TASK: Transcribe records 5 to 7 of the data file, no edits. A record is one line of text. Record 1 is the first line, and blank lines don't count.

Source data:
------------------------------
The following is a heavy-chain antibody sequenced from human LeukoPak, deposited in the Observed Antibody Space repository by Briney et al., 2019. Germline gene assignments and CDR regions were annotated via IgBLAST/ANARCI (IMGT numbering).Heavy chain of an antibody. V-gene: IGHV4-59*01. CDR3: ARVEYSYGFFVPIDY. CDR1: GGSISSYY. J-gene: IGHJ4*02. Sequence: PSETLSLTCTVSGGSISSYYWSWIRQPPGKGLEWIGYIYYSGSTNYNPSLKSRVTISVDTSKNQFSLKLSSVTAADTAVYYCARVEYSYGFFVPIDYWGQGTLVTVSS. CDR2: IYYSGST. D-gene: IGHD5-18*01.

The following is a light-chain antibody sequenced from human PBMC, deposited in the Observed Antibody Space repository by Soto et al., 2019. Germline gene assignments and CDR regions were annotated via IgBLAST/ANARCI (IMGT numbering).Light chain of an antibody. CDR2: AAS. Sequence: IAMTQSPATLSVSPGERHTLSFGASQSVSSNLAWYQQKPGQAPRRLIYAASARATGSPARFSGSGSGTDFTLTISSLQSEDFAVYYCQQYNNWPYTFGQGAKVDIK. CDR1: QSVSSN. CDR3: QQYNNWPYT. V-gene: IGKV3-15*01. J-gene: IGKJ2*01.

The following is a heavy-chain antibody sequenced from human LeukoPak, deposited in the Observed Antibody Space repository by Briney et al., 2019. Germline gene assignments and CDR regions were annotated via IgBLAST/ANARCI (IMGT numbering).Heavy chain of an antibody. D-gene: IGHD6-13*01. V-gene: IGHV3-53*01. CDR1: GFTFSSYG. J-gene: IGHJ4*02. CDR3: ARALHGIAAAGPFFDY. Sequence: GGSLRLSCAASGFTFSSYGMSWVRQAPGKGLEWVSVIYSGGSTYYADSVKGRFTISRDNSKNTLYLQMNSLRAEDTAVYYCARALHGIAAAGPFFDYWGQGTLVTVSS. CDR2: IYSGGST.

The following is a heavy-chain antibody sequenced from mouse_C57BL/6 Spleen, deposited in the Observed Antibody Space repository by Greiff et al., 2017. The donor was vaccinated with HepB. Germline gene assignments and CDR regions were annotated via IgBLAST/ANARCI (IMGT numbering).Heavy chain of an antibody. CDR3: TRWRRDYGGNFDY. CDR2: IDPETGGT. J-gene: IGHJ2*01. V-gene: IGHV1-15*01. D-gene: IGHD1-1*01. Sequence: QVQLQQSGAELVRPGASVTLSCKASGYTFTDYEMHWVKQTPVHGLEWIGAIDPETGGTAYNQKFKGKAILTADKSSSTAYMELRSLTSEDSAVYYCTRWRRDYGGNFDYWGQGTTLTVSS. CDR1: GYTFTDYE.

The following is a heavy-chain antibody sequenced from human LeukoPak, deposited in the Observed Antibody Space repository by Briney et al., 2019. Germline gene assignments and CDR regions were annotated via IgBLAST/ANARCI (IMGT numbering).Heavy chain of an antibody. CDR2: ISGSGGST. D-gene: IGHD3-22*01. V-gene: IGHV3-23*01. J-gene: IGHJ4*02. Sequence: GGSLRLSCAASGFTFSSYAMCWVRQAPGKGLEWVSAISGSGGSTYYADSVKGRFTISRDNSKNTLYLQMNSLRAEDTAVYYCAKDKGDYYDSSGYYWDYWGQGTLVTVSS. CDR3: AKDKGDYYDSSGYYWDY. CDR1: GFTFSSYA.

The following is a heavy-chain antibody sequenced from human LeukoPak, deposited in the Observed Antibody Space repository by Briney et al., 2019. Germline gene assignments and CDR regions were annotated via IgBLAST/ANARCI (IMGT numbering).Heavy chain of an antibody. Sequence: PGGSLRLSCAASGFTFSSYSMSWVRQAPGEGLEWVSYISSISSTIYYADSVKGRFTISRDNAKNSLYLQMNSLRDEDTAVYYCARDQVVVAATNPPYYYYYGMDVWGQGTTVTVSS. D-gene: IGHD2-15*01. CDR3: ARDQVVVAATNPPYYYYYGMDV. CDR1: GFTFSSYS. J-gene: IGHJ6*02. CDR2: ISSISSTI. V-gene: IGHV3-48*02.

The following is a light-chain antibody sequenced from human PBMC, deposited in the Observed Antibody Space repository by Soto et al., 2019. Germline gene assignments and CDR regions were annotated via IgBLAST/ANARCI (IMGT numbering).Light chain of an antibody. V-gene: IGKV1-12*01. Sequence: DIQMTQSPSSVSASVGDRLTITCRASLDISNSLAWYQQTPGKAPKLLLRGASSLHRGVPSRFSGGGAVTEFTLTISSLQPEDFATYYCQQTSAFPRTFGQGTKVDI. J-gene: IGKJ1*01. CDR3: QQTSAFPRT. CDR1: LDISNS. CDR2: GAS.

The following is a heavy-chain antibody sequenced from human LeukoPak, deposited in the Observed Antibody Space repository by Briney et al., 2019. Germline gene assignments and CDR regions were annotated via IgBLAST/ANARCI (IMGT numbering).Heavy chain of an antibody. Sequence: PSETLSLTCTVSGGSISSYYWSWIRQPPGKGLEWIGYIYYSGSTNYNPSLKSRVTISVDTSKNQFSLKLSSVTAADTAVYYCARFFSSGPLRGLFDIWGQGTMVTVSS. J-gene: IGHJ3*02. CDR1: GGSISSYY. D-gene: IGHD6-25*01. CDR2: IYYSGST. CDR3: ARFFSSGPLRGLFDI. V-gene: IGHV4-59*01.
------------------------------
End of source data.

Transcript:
The following is a heavy-chain antibody sequenced from human LeukoPak, deposited in the Observed Antibody Space repository by Briney et al., 2019. Germline gene assignments and CDR regions were annotated via IgBLAST/ANARCI (IMGT numbering).Heavy chain of an antibody. CDR2: ISGSGGST. D-gene: IGHD3-22*01. V-gene: IGHV3-23*01. J-gene: IGHJ4*02. Sequence: GGSLRLSCAASGFTFSSYAMCWVRQAPGKGLEWVSAISGSGGSTYYADSVKGRFTISRDNSKNTLYLQMNSLRAEDTAVYYCAKDKGDYYDSSGYYWDYWGQGTLVTVSS. CDR3: AKDKGDYYDSSGYYWDY. CDR1: GFTFSSYA.

The following is a heavy-chain antibody sequenced from human LeukoPak, deposited in the Observed Antibody Space repository by Briney et al., 2019. Germline gene assignments and CDR regions were annotated via IgBLAST/ANARCI (IMGT numbering).Heavy chain of an antibody. Sequence: PGGSLRLSCAASGFTFSSYSMSWVRQAPGEGLEWVSYISSISSTIYYADSVKGRFTISRDNAKNSLYLQMNSLRDEDTAVYYCARDQVVVAATNPPYYYYYGMDVWGQGTTVTVSS. D-gene: IGHD2-15*01. CDR3: ARDQVVVAATNPPYYYYYGMDV. CDR1: GFTFSSYS. J-gene: IGHJ6*02. CDR2: ISSISSTI. V-gene: IGHV3-48*02.

The following is a light-chain antibody sequenced from human PBMC, deposited in the Observed Antibody Space repository by Soto et al., 2019. Germline gene assignments and CDR regions were annotated via IgBLAST/ANARCI (IMGT numbering).Light chain of an antibody. V-gene: IGKV1-12*01. Sequence: DIQMTQSPSSVSASVGDRLTITCRASLDISNSLAWYQQTPGKAPKLLLRGASSLHRGVPSRFSGGGAVTEFTLTISSLQPEDFATYYCQQTSAFPRTFGQGTKVDI. J-gene: IGKJ1*01. CDR3: QQTSAFPRT. CDR1: LDISNS. CDR2: GAS.